What is the difference between opticians and optometrists? This is a question that has caused some confusion to most. People who have trouble with their eyesight just go to an optical shop for a check-up to know if they need eyeglasses or contact lenses. Most do not know if the professional assisting them is an optician or an optometrist.
Opticians and optometrists are not the same. They have different expertise when dealing with eye-care. You should be aware of the differences for you might not be in the right clinic for your eye trouble.
There are other professionals that specialise in eye care and all of them work together to keep our eyes healthy. The first in line with regards to eye care are the Dispensing Opticians and Optometrists (also known as Ophthalmic Opticians). These are then followed by OMP's (Ophthalmic Medical Practitioners), Ophthalmologists and Orthoptists.
When you go to the opticians in the UK, they can either be just dispensing opticians or optometrists. Most clinical shops have both, for convenience.
Dispensing opticians do not write prescriptions, but only give them out. They provide glasses, contact lenses or optical prosthesis based on prescriptions written by optometrists. Most dispensing opticians are only qualified to fit glasses, but there are also many who are qualified to fit contacts and prosthesis. In a nutshell, an optician makes eyeglasses.
To qualify, an optician must have a 2-year course and has at least a year's experience working under a qualified optometrist. After the one year training he could register to the Association of British Dispensing Opticians so he could open his own optical shop should he choose to.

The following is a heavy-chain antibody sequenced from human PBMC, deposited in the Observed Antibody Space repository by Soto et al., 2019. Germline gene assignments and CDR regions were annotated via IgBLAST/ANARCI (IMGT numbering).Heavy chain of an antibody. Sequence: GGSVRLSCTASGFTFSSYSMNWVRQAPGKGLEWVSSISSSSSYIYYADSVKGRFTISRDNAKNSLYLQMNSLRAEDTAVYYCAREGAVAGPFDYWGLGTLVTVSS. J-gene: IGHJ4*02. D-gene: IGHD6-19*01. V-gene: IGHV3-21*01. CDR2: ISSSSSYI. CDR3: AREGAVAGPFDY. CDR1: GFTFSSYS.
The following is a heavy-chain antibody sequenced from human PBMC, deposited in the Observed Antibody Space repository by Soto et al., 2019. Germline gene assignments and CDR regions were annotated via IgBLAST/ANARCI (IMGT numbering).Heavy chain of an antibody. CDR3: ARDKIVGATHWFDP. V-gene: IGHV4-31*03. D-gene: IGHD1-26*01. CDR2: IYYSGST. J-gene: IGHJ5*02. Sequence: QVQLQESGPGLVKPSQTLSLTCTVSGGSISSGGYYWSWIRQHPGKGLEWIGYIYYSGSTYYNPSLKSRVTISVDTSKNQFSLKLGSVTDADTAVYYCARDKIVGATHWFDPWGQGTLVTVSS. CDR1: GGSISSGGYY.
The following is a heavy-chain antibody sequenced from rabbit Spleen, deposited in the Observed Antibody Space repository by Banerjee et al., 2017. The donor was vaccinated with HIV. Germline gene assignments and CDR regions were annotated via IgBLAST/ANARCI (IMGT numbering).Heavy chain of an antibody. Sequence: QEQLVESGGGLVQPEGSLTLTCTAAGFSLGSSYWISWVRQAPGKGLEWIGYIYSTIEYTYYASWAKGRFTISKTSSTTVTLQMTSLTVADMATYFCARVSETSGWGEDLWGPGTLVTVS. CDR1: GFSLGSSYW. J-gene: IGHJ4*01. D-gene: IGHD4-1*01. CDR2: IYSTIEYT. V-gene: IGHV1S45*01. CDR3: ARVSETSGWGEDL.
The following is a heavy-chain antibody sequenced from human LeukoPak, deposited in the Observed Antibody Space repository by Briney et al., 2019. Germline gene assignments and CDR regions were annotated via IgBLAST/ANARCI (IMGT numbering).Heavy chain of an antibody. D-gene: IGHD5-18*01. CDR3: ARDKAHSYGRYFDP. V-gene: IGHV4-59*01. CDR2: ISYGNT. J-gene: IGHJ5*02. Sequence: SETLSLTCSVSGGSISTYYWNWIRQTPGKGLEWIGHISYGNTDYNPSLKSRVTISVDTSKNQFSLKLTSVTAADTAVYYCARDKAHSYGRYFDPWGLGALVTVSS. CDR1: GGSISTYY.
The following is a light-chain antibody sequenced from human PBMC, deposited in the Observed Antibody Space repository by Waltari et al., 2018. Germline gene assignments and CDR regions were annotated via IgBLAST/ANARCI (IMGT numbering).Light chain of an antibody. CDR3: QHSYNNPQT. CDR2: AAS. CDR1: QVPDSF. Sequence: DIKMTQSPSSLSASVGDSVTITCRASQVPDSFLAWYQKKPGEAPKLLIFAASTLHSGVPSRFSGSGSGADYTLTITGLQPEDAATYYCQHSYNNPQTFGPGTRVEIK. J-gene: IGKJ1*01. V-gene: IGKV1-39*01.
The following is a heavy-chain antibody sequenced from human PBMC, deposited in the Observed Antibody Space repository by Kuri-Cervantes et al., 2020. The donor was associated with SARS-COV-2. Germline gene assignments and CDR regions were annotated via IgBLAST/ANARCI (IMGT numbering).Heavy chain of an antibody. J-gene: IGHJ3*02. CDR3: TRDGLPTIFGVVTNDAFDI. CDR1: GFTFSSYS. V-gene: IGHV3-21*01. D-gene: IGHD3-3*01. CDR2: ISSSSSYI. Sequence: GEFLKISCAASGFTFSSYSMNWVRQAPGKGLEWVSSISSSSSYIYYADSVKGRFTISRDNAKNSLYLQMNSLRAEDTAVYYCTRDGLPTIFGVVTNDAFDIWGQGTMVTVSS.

Optometrists or ophthalmic opticians, on the other hand, are eye care professionals who examine our eyes and fill out prescriptions for eye correction and improving overall eye health. Optometrists are dispensing opticians too but are also qualified to diagnose, prescribe and treat eye problems. They can find out what is wrong with your eyes and in the process fit you with the right eyeglasses or contact lenses.
Many older people also rely on optometrists to let them know if they get early onset or possibly even avoid cataracts, glaucoma and other serious eye diseases. They can then be referred on to specialists, when necessary.
Like the dispensing opticians, optometrists in the UK are also required by the General Optical Council to register with the College of Optometrists. The title MVOptom and FCOptom may be added to their names but you should know that optometrists are not medical doctors.
OMP's, ophthalmologists and orthoptists are the medical doctors for eye care. Serious degenerative eye diseases should be treated by a medical doctor specialising in eye diseases. OMP's can examine, diagnose and treat eye problems but they are not qualified to do surgery and other procedures of the same nature. Ophthalmologists are the real medical doctors as they can do surgical procedures including laser surgery. They can also diagnose and treat eye diseases. Orthoptists are medical doctors who specialise in eye movement problems.